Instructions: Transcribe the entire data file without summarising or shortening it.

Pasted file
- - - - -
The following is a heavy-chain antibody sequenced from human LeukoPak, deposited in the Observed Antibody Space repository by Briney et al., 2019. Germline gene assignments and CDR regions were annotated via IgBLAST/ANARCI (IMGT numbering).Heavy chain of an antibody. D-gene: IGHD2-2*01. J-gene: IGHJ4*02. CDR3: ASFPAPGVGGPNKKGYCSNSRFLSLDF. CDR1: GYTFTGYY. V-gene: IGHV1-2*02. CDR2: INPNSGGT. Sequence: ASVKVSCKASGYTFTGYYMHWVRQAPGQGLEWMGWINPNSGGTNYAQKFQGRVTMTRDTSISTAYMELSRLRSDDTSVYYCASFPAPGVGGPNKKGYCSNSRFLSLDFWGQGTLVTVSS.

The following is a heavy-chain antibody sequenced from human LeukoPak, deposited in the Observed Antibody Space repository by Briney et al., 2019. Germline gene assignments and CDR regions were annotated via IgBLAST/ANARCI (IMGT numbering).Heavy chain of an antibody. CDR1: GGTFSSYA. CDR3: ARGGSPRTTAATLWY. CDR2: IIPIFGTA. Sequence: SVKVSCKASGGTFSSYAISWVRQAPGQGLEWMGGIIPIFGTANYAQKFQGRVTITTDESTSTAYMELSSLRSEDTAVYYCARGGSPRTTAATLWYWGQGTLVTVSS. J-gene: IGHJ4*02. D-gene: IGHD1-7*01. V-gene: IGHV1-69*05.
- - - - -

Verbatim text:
The following is a heavy-chain antibody sequenced from human LeukoPak, deposited in the Observed Antibody Space repository by Briney et al., 2019. Germline gene assignments and CDR regions were annotated via IgBLAST/ANARCI (IMGT numbering).Heavy chain of an antibody. D-gene: IGHD2-2*01. J-gene: IGHJ4*02. CDR3: ASFPAPGVGGPNKKGYCSNSRFLSLDF. CDR1: GYTFTGYY. V-gene: IGHV1-2*02. CDR2: INPNSGGT. Sequence: ASVKVSCKASGYTFTGYYMHWVRQAPGQGLEWMGWINPNSGGTNYAQKFQGRVTMTRDTSISTAYMELSRLRSDDTSVYYCASFPAPGVGGPNKKGYCSNSRFLSLDFWGQGTLVTVSS.

The following is a heavy-chain antibody sequenced from human LeukoPak, deposited in the Observed Antibody Space repository by Briney et al., 2019. Germline gene assignments and CDR regions were annotated via IgBLAST/ANARCI (IMGT numbering).Heavy chain of an antibody. CDR1: GGTFSSYA. CDR3: ARGGSPRTTAATLWY. CDR2: IIPIFGTA. Sequence: SVKVSCKASGGTFSSYAISWVRQAPGQGLEWMGGIIPIFGTANYAQKFQGRVTITTDESTSTAYMELSSLRSEDTAVYYCARGGSPRTTAATLWYWGQGTLVTVSS. J-gene: IGHJ4*02. D-gene: IGHD1-7*01. V-gene: IGHV1-69*05.